THE SIGNIFICANCE OF THE BLANKET UCC
Remember last month's article that talked about a blanket UCC? This month's article discusses the consequences of a blanket UCC for the borrower.
Remember, a blanket UCC is a lien on all personal property of the borrower. This includes accounts and accounts receivable. The problem for a borrower is that it will impact its ability to get future loans and, in particular, to borrower working capital loans or lines of credit, which are typically secured by liens on accounts receivable.
It is much more conservative for a borrower to pledge specific types of collateral, particularly the type of collateral being acquired from the funds being advanced, but that may not be possible. Many SBA loans require blanket pledges and individual bank's lending requirements will vary.
Remember, the UCC-1 Financing Statement gives notice to other creditors (and determines priority among conflicting liens), but it is the security agreement where a borrower agrees what property it is specifically pledging. Be very careful in reviewing and signing security agreements as to what types of collateral are being pledged. For example, if you only give authority to file a UCC on a specific piece of equipment (like an MRI machine or a copier), that UCC will only be valid as to that collateral pledged in the security agreement.
The Uniform Commercial Code is a complicated area of the law. If you have any further questions, please contact your attorney or feel free to contact me.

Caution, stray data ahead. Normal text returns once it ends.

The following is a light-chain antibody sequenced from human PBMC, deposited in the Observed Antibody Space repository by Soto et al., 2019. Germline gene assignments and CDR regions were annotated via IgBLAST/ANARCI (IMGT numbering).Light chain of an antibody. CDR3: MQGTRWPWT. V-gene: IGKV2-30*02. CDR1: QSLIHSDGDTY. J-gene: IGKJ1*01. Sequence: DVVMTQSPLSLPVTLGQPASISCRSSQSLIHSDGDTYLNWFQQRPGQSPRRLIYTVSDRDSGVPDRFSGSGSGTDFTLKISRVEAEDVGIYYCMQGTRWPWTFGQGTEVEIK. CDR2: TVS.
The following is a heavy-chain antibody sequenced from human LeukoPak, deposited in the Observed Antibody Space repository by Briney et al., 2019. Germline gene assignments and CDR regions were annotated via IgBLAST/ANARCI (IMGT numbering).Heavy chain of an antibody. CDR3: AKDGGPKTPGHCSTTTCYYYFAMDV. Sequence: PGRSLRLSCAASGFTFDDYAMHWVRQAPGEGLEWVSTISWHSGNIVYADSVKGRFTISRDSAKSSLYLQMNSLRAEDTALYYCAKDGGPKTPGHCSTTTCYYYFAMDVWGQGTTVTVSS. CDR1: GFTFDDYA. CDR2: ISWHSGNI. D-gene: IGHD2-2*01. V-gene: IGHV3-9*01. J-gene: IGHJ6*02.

Ms. Drury is a Shareholder in the firm of Marquis Aurbach Coffing in Las Vegas, Nevada, and is chairperson of their transactional department. Drury was named a Leader in the Field of Real Estate for 2011 and was also named by Best Lawyers in America in the specialties of Corporate Law and Real Estate Law for 2011. Ms. Drury's practice focuses on transactions, with an emphasis in real estate. She documents and oversees entity formation, land and business acquisition, construction agreements, loans (construction and permanent), general operational and contract needs, and the ultimate sale of land or improved properties and businesses. Ms. Drury serves on the Executive Committees of the State Bar of Nevada's Real Property Law Section and Business Law Section, which, among other things, draft statutes for consideration and adoption by the legislature of the State of Nevada. Prior to joining Marquis & Aurbach, Ms. Drury served as Associate General Counsel at Station Casinos, Inc. Ms. Drury has a Bachelor of Arts in International Relations and Print Journalism from the University of Southern California, with a minor in Business Administration. She has a Juris Doctor Degree from the University of California, Hastings College of the Law.